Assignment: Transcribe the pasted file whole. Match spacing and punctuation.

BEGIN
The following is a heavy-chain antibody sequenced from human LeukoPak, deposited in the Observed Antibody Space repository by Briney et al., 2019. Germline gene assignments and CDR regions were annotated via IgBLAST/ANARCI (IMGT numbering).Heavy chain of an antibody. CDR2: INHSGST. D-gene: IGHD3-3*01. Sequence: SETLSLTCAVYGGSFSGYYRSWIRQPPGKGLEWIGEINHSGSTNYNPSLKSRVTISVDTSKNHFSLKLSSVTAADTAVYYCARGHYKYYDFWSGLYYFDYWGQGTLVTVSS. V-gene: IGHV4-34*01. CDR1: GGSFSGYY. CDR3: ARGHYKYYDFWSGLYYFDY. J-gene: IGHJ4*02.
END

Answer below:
The following is a heavy-chain antibody sequenced from human LeukoPak, deposited in the Observed Antibody Space repository by Briney et al., 2019. Germline gene assignments and CDR regions were annotated via IgBLAST/ANARCI (IMGT numbering).Heavy chain of an antibody. CDR2: INHSGST. D-gene: IGHD3-3*01. Sequence: SETLSLTCAVYGGSFSGYYRSWIRQPPGKGLEWIGEINHSGSTNYNPSLKSRVTISVDTSKNHFSLKLSSVTAADTAVYYCARGHYKYYDFWSGLYYFDYWGQGTLVTVSS. V-gene: IGHV4-34*01. CDR1: GGSFSGYY. CDR3: ARGHYKYYDFWSGLYYFDY. J-gene: IGHJ4*02.